He became provost of MIT in 1998 — an experience, Beverly says, that was like “a drink from a fire hydrant.” In 2004, she took a position as the special projects officer at the Center for the Integration of Medicine and Innovative Technology; in June 2005, he was named president of Boston University. “And we said,” Beverly says, “‘Well, this is Niagara Falls.’”

The vistas ahead

In reality, both say, it was a perfect opportunity. Robert Brown wanted a challenge, he says, a place where he could come on board and be more than a steward. Beverly says that now that their children are grown — Keith, the younger, graduates from MIT this June — they were “both looking for the next mountain range,” and that this was a way to “reinvent ourselves, in a very positive way.”

The challenge at BU, as the Browns see it, is to help build a community that has been, at various times, fractured socially, politically, and academically. Robert Brown has asked the students and faculty to consider the things they value most about BU, to look beyond individual schools and colleges, and to start taking pride in the University as a whole. Beverly Brown, seeking new ways to connect with the student community, opened their new home, Sloane House, to students in the visual arts programs at the College of Fine Arts — paintings by a number of student artists are displayed throughout the first floor. “I want students to come here and be engaged, to seek more opportunities for them,” she says. “Right from the get-go, we were trying to make the presidency, and this house, accessible.”

Beverly Brown is still working full-time at CIMIT — “I don’t know how she does it,” her husband says — but says that her responsibilities at Boston University are her first priority right now. Traditionally, the president’s wife takes on a leadership role with the BU Women’s Guild; Brown plans to do so and hopes to establish the guild as a resource for female students, faculty, and staff who are interested in discussing the issues many women face as they balance their lives and careers. She is keenly aware of the challenges awaiting women who want careers in the sciences. “I’m not sure we can change the situation, but that’s exactly what I’d want to discuss with people — why I’ve made the choices I’ve made,” she says. “We can develop forums for women to come together and share the issues. Sometimes just telling someone you’re juggling all these balls is comforting.”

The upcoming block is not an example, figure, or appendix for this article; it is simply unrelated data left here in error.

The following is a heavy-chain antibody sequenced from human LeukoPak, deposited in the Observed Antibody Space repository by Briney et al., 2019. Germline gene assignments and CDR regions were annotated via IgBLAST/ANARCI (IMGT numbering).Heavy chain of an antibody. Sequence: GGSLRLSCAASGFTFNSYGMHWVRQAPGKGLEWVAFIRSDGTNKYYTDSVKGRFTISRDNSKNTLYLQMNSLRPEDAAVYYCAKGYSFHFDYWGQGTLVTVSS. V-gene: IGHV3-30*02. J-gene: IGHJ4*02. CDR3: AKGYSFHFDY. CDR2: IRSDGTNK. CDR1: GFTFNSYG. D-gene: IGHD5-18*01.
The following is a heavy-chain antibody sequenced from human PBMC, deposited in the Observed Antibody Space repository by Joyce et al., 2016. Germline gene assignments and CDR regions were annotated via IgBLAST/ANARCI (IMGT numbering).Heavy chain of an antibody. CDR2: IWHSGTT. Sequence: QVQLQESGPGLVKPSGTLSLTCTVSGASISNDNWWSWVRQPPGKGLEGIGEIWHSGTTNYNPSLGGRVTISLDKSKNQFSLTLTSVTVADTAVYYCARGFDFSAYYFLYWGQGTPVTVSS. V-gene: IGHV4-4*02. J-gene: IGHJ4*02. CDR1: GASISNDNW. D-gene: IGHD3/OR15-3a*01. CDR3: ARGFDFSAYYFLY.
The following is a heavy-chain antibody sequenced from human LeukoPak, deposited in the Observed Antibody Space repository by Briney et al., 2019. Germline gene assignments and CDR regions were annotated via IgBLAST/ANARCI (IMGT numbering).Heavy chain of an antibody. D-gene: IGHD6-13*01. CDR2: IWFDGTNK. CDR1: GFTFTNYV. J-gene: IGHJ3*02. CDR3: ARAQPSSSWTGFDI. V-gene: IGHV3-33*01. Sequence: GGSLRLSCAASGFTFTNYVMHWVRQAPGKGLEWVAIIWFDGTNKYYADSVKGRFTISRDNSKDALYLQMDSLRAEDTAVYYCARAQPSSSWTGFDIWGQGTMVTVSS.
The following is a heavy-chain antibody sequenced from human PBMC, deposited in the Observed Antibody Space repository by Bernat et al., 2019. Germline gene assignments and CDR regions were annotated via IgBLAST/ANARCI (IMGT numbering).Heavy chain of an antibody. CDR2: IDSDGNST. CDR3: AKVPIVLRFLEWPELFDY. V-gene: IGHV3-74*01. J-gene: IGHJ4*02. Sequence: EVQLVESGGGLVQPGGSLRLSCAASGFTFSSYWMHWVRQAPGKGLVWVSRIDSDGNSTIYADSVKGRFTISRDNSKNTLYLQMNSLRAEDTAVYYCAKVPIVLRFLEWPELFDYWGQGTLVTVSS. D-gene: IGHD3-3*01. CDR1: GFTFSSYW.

The Browns are busier than ever before, but over the years have become proficient at carving out family time — “Thirty-five years will get you that way,” Robert Brown says. And although there was some sadness at leaving their home in Winchester, which they built 20 years ago, they love their new neighborhood and seize the opportunity to walk around the city whenever possible. Their sons, they say, became comfortable with the move once they were assured that Sloane House had room for their things.

Neither expected to arrive here, both Robert and Beverly Brown say, but they are happy to have arrived. And both, hiking enthusiasts who used to bring their young boys to Mount Monadnock, use the same language to describe the journey.

“You see something, a plateau, and say, ‘That’s the top,’ and you get up there and realize that’s not the top; you need to go down and around again,” she says. “This was not the mountain range we had our eyes on.”

“We have taken forks in the road without a grand plan,” he says. “We have the history, together, of this random walk.”